PARKLAND, FLA. (WSVN) - Fourteen days after a shooting rampage claimed 17 lives at Marjory Stoneman Douglas High School, students returned to campus with heavy hearts but with purpose and resolve.
Angie, a senior at Stoneman Douglas, said going back to class is “a little weird.”
“It’s a little nerve-wracking that we’re back on campus,” said Angie. “It’s been awhile. You know it’s going to be different. We’re going to have different things going on. I’m not just walking into school to do math or do English, but you know, it is what it is.”
The Broward County Police Benevolent Association was on scene greeting students with flowers as they made their way back into their classrooms.
“As the kids walk into the school, we’ll hand them a flower, we’ll hand them a bottle of water to say, ‘We’re here to support you,’ said Rodney Skirvin, the Vice President of the Broward County PBA.
Deputies and officers from departments all across South Florida were also present, standing tall and offering support to ensure students felt a sense of security.
Florida Gov. Rick Scott announced earlier his week, plans to spend $500 million toward school safety. “We’ve got to invest in metal detectors, we’ve got to invest in bulletproof glass, we’ve got to invest in steel doors.”
With safety being the biggest concern, some parents said they had a hard time dropping their kids off at school, but they know that they need to get back to normal.
“I’m so nervous because not a lot has changed,” said Tessa Thomas, a mother dropping her son off for the first time in two weeks. “We can’t fix what happened but we can definitely fix moving forward, so a change to give these children some form of security is needed.”
“They need to get back into the swing of things,” said another mother as she held back tears. “It’s some tough stuff. Too close — it’s too close.”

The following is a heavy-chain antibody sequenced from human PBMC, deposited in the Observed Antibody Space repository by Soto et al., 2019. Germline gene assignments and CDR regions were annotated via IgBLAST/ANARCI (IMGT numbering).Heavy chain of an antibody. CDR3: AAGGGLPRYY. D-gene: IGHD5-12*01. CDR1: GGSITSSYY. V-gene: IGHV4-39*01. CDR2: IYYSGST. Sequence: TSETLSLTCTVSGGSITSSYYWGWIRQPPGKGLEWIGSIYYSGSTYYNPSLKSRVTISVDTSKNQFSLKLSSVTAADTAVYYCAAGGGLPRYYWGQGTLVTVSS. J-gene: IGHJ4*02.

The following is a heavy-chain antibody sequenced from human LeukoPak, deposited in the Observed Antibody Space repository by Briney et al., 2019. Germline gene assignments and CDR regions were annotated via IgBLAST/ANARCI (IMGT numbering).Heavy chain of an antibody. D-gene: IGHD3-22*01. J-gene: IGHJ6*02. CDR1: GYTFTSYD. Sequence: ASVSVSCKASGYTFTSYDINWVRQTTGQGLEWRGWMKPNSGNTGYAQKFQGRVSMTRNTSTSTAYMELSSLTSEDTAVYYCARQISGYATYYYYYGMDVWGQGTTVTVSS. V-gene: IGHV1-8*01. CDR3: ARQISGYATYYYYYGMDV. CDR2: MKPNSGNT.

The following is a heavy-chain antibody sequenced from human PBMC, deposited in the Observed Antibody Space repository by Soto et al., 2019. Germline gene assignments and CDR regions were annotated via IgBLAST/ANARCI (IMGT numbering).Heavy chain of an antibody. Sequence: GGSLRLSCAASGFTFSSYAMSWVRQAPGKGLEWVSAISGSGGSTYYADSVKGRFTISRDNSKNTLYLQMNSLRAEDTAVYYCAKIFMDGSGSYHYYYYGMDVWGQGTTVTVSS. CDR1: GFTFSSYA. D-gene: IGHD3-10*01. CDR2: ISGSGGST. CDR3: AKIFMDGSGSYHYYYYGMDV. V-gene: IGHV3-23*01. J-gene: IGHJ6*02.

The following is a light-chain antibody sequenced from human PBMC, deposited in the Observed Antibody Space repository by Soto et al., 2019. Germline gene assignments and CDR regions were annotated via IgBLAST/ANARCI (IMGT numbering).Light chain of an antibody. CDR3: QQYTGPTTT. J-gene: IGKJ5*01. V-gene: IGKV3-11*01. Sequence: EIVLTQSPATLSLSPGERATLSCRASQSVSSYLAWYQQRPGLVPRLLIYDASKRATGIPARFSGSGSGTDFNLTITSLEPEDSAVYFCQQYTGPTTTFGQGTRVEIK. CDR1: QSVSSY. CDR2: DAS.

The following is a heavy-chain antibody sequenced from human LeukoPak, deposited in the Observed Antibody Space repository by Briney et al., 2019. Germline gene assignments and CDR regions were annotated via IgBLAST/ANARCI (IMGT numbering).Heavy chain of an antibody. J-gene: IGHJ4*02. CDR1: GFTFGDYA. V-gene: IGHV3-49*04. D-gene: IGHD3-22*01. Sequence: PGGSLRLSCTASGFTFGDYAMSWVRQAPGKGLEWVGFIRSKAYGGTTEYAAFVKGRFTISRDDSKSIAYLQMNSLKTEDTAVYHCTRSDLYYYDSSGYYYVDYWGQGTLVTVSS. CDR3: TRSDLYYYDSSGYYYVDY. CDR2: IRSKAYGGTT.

Members of the Parkland community showed their emotional support by lining the inside of the school with banners wishing students a warm welcome back.
Angie added that the nationwide support for her and her classmates has been felt. “It’s amazing,” she said. “It’s like, we’re still around. We’re still kicking. We’re still sending a message. Don’t forget about us because we can’t forget those who we lost.”
Family members and complete strangers also stood outside of the school with signs — some bringing their therapy dogs and even a pony. One woman held up a sign that read “Free Pony Kisses” all in hopes to bring a sense of comfort to the students.
“My brother is inside the school right now, and I want to show my support by you know, coming to the school and supporting all the students,” said Nia Hill. “I was scared to see them go back, but I’m grateful that you know, there’s a bunch of police out here protecting them.”
“I’m nervous, but I’m just happy to see [everyone] come together and support each other,” said one sophomore. “I just think we all need to get back into normalcy.”
Broward County Schools Superintendent Robert Runcie told 7 News the school will have extra counselors on hand for the return of the students. “Yeah, our students need to be with each other, they need to be in school,” he said. “Our teachers, they love our kids, and that’s gonna help everyone I think really move forward.”
Classes officially began at 7:40 a.m. However, the school will only hold half-day sessions from Wednesday to Friday.
“We’re giving kids flexibility, so we can remove as many of the things that they need to worry about, so they can focus on the healing process,” said Runcie.
Principal Ty Thompson took to Twitter ahead of the first day back, to remind students that Wednesday was not going to be about the books but rather beginning the healing process.